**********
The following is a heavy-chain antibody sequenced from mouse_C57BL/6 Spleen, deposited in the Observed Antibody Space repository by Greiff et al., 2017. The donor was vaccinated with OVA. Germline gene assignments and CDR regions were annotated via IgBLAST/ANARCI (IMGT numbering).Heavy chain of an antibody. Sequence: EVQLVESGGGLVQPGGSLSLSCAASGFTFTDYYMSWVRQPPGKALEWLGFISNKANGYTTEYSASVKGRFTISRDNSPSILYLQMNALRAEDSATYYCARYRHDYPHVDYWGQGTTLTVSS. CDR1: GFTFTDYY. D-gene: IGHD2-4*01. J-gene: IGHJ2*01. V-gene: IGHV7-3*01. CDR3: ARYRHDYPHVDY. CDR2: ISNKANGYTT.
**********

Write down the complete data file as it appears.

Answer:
The following is a heavy-chain antibody sequenced from mouse_C57BL/6 Spleen, deposited in the Observed Antibody Space repository by Greiff et al., 2017. The donor was vaccinated with OVA. Germline gene assignments and CDR regions were annotated via IgBLAST/ANARCI (IMGT numbering).Heavy chain of an antibody. Sequence: EVQLVESGGGLVQPGGSLSLSCAASGFTFTDYYMSWVRQPPGKALEWLGFISNKANGYTTEYSASVKGRFTISRDNSPSILYLQMNALRAEDSATYYCARYRHDYPHVDYWGQGTTLTVSS. CDR1: GFTFTDYY. D-gene: IGHD2-4*01. J-gene: IGHJ2*01. V-gene: IGHV7-3*01. CDR3: ARYRHDYPHVDY. CDR2: ISNKANGYTT.